The Architect of Argentina’s growth - Gonzalo Peillat

Gonzalo Peillat has a strike rate of over 100 and has been the top scorer at every tournament Argentina has played in since January 2014.

A second-year student of architecture at the University of Buenos Aires, Gonzalo Peillat helped Argentina win its maiden World Cup medal last year with 10 goals.   -  Uthra Ganesan

He has a strike rate of over 100, has been the top scorer at every tournament Argentina has played in since January 2014 and with six goals in three games so far, is miles ahead of the rest of the crowd here at the Hockey World League Finals. No wonder, Gonzalo Peillat is the cynosure of all teams and the most feared man in the competition.

At 23, the baby-faced Peillat is still learning the ropes of top-level international hockey. That hasn't stopped him from perfecting those deadly drag-flicks during penalty corners – Argentina’s most lethal weapon during an attack.

Peillat has literally been the architect of the Pan-American champion's growth. A second-year student of architecture at the University of Buenos Aires, Peillat helped Argentina win its maiden World Cup medal last year with 10 goals. He also scored 14 as Argentina retained the continental title and is clearly on course to emulating his mentor and idol, Jorge Lombi.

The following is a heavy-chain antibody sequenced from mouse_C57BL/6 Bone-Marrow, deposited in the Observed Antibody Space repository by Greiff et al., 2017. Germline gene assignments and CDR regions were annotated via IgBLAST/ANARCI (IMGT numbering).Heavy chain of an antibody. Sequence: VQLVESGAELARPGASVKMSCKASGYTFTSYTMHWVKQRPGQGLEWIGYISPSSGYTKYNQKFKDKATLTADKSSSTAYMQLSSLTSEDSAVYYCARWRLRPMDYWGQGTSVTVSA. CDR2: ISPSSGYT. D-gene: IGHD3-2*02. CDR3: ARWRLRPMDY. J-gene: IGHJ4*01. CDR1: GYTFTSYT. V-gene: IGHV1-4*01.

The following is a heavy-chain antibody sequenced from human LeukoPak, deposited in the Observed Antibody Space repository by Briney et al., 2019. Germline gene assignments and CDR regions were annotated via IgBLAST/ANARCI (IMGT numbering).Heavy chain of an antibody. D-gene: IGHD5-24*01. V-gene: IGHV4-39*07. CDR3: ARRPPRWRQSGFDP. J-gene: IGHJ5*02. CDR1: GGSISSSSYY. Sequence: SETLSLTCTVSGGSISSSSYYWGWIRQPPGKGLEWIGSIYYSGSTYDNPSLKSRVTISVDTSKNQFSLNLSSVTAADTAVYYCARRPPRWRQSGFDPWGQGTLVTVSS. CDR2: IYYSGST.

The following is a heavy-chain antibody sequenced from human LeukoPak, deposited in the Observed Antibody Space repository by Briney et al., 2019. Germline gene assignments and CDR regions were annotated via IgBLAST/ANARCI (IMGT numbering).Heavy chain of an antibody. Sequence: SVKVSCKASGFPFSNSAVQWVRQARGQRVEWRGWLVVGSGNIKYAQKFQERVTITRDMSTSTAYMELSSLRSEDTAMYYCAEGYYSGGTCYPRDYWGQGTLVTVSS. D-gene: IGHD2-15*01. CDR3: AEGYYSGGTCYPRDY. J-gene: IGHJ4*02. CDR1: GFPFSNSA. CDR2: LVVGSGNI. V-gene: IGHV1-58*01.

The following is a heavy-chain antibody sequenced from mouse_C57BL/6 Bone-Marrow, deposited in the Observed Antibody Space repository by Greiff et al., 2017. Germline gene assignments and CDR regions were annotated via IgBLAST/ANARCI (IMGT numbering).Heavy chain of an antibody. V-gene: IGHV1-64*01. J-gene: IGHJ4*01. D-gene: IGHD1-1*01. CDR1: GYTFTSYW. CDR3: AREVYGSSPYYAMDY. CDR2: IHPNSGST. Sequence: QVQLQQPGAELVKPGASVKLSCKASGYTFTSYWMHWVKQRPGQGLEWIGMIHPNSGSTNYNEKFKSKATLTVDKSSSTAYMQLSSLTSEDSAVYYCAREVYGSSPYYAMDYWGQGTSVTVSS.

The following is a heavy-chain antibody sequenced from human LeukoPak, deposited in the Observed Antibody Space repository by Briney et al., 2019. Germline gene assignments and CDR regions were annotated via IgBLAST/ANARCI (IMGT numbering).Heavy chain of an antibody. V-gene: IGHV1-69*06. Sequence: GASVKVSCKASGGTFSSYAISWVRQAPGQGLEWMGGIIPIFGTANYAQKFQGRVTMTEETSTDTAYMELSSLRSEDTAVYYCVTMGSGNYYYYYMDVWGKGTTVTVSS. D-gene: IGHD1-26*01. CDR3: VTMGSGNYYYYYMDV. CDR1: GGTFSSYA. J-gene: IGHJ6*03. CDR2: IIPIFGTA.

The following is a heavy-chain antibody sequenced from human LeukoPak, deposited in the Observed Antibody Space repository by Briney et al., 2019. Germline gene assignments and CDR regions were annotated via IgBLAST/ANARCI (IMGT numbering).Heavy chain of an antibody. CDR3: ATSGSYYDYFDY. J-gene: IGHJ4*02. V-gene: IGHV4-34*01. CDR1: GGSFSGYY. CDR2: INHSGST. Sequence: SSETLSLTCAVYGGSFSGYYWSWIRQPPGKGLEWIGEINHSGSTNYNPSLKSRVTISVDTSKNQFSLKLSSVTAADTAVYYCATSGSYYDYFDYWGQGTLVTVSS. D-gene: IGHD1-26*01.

“My mentor is Jorge Lombi, from whom I began learning when I was younger. I have learnt a lot from him and I want to be like him,” Peillat said after his team's second win in the tournament, this time against Olympic champion Germany.

Like Lombi, whom many consider the inventor of drag-flicks and one of the most feared exponents of the art, Peillat is happy to share credit with the rest of the team. “Everyone matters — the stopper, pusher. If the team wins, I am happy. If I don't score, I don't get frustrated, I know there might be another chance,” he explained.

One of the few in the team who speak fluent English, Peillat honed both his linguistic and stick skills in the Dutch league – he is the top scorer there as well. Practicing just 30 shots a day, three times a week, Peillat is far from the workaholic he appears to be.

“I think 30 shots, three times a week is enough. We also play matches continuously in the league so that is also there,” he shrugged.

The team's expectations don't weigh down the youngster either. “Sometimes we don’t get penalty corners or just one or two. I do not take any pressure while taking penalty corners because I know there are other ways of scoring also,” he added nonchalantly.